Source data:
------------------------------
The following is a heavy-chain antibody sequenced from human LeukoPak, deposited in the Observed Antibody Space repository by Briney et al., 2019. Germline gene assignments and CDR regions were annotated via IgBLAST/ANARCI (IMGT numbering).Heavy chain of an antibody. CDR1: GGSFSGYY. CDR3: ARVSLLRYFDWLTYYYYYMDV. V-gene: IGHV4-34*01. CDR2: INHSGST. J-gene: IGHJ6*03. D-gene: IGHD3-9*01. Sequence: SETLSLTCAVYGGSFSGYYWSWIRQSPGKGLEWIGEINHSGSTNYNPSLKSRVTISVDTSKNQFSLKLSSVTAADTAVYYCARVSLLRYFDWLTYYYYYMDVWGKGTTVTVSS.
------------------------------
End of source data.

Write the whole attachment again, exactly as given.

The following is a heavy-chain antibody sequenced from human LeukoPak, deposited in the Observed Antibody Space repository by Briney et al., 2019. Germline gene assignments and CDR regions were annotated via IgBLAST/ANARCI (IMGT numbering).Heavy chain of an antibody. CDR1: GGSFSGYY. CDR3: ARVSLLRYFDWLTYYYYYMDV. V-gene: IGHV4-34*01. CDR2: INHSGST. J-gene: IGHJ6*03. D-gene: IGHD3-9*01. Sequence: SETLSLTCAVYGGSFSGYYWSWIRQSPGKGLEWIGEINHSGSTNYNPSLKSRVTISVDTSKNQFSLKLSSVTAADTAVYYCARVSLLRYFDWLTYYYYYMDVWGKGTTVTVSS.